Community Power 101
1. What is Community Power?
New Hampshire cities and towns that adopt Community Power by their local legislative body (e.g., Town Meeting or City/Town Council) can establish their own locally controlled electricity provider. Community Power provides the actual energy known as generation or energy supply, and replaces the energy supply charge from your utility company (Eversource, Unitil Corporation, Liberty Utilities, or New Hampshire Electric Co-op). The utility will continue to charge you for their transmission and delivery service.
Community Power is enabled by New Hampshire RSA 53-E.
2. Why adopt Community Power? What's the point?
The New Hampshire Legislature found that allowing municipalities and counties the local control to aggregate retail electric customers for the purpose of accessing competitive markets for supplies of electricity and related energy services was beneficial for lowering costs and creating cost effective and innovative energy solutions with careful consideration of local conditions and opportunities.
Community Power creates more choices for customers, the collective buying power to drive down cost, and the local control to allow New Hampshire communities to chart their own energy futures.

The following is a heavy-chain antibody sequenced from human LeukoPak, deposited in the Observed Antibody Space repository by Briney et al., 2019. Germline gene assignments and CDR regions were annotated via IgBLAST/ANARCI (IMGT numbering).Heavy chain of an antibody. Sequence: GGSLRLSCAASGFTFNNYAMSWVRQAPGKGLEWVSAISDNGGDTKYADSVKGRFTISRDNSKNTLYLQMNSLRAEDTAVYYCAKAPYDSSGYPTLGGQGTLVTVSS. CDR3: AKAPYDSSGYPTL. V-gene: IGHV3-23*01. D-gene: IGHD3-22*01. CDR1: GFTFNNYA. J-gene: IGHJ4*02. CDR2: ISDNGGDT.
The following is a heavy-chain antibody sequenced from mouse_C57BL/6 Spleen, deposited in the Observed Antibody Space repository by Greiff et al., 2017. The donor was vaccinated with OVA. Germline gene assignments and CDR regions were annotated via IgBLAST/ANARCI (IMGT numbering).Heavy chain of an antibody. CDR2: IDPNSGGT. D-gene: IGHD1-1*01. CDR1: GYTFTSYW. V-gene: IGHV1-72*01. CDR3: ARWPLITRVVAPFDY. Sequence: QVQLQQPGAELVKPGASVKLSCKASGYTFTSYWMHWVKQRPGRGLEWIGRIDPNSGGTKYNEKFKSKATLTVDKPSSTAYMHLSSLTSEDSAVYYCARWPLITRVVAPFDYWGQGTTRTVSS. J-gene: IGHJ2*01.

3. What is Community Power Coalition of New Hampshire?
Community Power Coalition of New Hampshire, also known as “the Coalition,” is a public power agency, created by New Hampshire cities and towns as a non-profit on October 1, 2021. The Coalition is governed by a Board of Directors of elected officials, staff, and volunteers appointed by each of our local municipal and county members. The Coalition provides comprehensive services to launch and operate Community Power programs. Visit www.cpcnh.org to learn more.
4. How is Community Power funded? Are taxpayer funds used?
Community Power is financed by the revenues received from our customers based on the electricity they consume. Community Power programs are self-funded and provide electricity supply and customer services without using any tax dollars, which ensures that any financial benefits directly serve the community.
5. Does Community Power replace my current utility company?
No. Your utility company (Eversource, Liberty, Unitil, or NH Electric Co-op) continues to provide all electric delivery, consolidated billing, and power line maintenance services.
Community Power only replaces the electric generation and supply services with your choice of energy product at competitive rates.
6. I’m a Liberty Utilities customer and having trouble finding my account number.
Can you help?